Tree nursery
(Continued from Planting 2: Site selection)

A trip to a nursery or garden centre can be a daunting experience. So many choices, so many trees. Here is the tree I want, but there are 23 of them. Which one?

Before you get to the retail stage, I hope you have done your homework. Site and species selection are very important. The tree you choose should be as healthy as possible. Look for bright, rich foliage.

Check the shoot extensions for last year’s growth. In fact, there is no better indicator of vigor than the shoot extensions. Find the bud at the tip of the shoot and follow the shoot back to the previous bud scar. This is where the last small side branches are. The bud scar is a small ring in the bark, marking off where the shoot grew from last year's bud. As each bud forms, it leaves a small ring in the bark at its base. When next year’s growth begins, that ring or bud scar stays in place and the new shoot extends out from it. Each increment of shoot between bud scars is one year’s growth. If a series of bud scars is all packed up close together, you are looking at a stressed tree. If the distance between bud scars is great, you may be looking at an over-fertilized tree.

Now look at the trunk. If it is wrapped with paper or something else, remove this so you can see all of the bark. Do not buy a tree that has wounds in the bark. These wounds will cause problems you don’t need. See my post on compartmentalization.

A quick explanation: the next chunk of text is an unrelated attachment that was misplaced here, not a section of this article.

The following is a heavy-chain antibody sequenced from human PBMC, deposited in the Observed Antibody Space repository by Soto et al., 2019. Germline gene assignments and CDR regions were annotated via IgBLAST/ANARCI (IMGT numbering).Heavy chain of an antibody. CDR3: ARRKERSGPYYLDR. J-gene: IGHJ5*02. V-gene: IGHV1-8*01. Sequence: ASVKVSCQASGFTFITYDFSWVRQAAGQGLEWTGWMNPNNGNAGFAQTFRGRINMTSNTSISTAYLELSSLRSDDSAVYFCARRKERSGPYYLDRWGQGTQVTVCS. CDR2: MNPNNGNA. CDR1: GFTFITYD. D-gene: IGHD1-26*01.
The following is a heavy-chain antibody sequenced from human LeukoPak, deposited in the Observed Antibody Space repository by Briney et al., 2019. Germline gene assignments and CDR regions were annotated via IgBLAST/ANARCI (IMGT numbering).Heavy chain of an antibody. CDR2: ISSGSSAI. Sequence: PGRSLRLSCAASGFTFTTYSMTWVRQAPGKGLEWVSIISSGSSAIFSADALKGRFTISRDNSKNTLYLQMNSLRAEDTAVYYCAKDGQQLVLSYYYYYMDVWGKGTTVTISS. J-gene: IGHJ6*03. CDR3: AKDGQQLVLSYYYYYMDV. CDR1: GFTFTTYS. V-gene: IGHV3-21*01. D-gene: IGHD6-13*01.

Look closely at the trunk and branches. How the branches are formed and attached to the trunk is very important. Check the angles between the trunk and branch. What we want are wider U-shaped junctions between trunk and branch rather than narrower, tight V-shaped junctions. The narrow V-shaped junctions could indicate included bark, which makes it easy for a branch to split off of its trunk. The surest indicator of included bark is an incomplete branch collar. The collar is a protection zone at the base of the branch. It has the physical structure of a ring, a swelling of tissue, a doughnut. A well-attached branch has a well-defined collar. In an included-bark crotch, the top section of the collar is folded into and included within the crotch.

If you have found a vigorous tree with a good history of shoot extensions and without any included bark, you should buy that tree!

I like Plantation Garden Centre at 2408 - 4th St NW in Calgary. For larger trees, I really like Everblue Nursery. There are two Calgary locations: one just west of town on the 1A and the other on Highway 8.

(Continued in Planting 4: Root crown identification)

(Photo credit: “Chotusice, Druhanice, forest tree nursery" by Pavel Hrdlička, licensed under CC BY-SA 4.0.)